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The Valley Reporter
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Waitsfield, VT 05673

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Buying Fair Trade products ensures farmers get fair price


To The Editor:

Agriculture has become a topic of debate for several years, particularly the genetic modification of foods to increase production and reduce the overall hunger of the people of the world. Reducing their hunger only solves a fraction of the world's issues.

These farmers are able to receive this food only if they have the money to buy it or produce it. Agriculture employs the majority of the people on the planet. If the small farms around the globe are not receiving fair prices for their products on the open market they struggle to meet their basic necessities for life or simply stay in production. Housing, education, and bettering their community for the next generation is impossible without adequate prices.

Many of the programs that help with economically struggling individuals around the world give them money indirectly through activities and organizations that try to better their lives. There is a more direct and effective solution to help pay more to them for their products. This gives them the money they deserve up front. This is accomplished through buying Fair Trade products which ensure that farmers are getting a fair price for the product that they produce. This assurance is due to the strict criteria that a producer must meet for it to bear the Fair Trade logo. The price gives them enough to survive and even set money aside to build schools and other "improving the local community projects."

Buying Fair Trade not only supports agricultural workers but environmental sustainability as well. Fair Trade qualifications ensure that environmental practices are well intended and are focused on future quality and enjoyment.

In many cases farmers are forced to leave farming and enter another line of work. In some cases these new occupations are detrimental to the environment. In South America farmers are losing money due to Free Trade. Trying to make a living they ride in modified gasoline tankers by the hundreds, all with one goal in mind, logging. Some of the world's most luscious forests are in the region where the ecosystem is already in danger of collapse. Due to lost wages in agriculture the work force of the loggers has increased exponentially. The new loggers are still in danger of losing their work once again to the Free Trade Market. Industrial logging companies pay the logger on average a price of about $30 per tree. The logging companies then reap up to $128,000 from the products made with the materials. A similar system to Fair Trade is The Forest Stewardship Council (FSC) which monitors the sale and growth of timber. FSC certified wood products ensure through qualification criteria that the timber is grown environmentally friendly and adequate wage for the logger.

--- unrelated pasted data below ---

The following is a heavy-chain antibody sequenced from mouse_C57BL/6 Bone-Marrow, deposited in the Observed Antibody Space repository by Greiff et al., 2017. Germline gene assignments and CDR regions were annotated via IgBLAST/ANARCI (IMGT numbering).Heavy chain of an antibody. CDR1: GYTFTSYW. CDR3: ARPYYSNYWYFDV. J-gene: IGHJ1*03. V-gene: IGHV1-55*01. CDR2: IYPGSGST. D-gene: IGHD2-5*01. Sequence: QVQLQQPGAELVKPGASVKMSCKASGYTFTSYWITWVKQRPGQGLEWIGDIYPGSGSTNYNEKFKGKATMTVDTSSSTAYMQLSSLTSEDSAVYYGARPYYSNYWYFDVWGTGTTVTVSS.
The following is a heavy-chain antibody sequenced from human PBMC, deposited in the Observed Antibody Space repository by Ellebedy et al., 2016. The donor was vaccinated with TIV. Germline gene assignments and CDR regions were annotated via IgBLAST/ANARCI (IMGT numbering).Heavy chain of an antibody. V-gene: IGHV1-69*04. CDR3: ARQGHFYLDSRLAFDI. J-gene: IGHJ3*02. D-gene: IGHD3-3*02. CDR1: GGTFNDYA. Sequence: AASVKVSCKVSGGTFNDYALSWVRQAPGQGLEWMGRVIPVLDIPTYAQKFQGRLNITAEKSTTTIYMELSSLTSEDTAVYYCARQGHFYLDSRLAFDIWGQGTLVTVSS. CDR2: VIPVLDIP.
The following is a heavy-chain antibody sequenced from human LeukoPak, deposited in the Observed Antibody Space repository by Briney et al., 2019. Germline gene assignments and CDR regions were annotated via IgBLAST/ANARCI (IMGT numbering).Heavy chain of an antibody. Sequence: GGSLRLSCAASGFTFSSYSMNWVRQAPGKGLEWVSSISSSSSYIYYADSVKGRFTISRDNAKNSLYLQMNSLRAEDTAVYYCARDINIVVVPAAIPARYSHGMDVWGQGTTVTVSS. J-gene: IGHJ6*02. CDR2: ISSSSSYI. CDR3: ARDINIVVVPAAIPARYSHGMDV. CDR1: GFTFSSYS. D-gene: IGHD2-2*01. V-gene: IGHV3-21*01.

The impact FSC and Fair Trade is that companies and consumers must pay slightly more for their products. Companies can take part of the cost and only slightly lower their profit margins. Most consumers have the luxury to buy a product of elevated price. With these benefits, Fair Trade needs added exposure to make a difference. It needs to be in the mainstream media and mindset of the people. Europe has taken Fair Trade and FSC to national awareness. This is a path America should consider following, by making the products available in stores and educating the public. This will allow consumers to decide whether or not to support such practices that may make a difference in the quality of life around the world.

Lorne Nix

Waterbury Center


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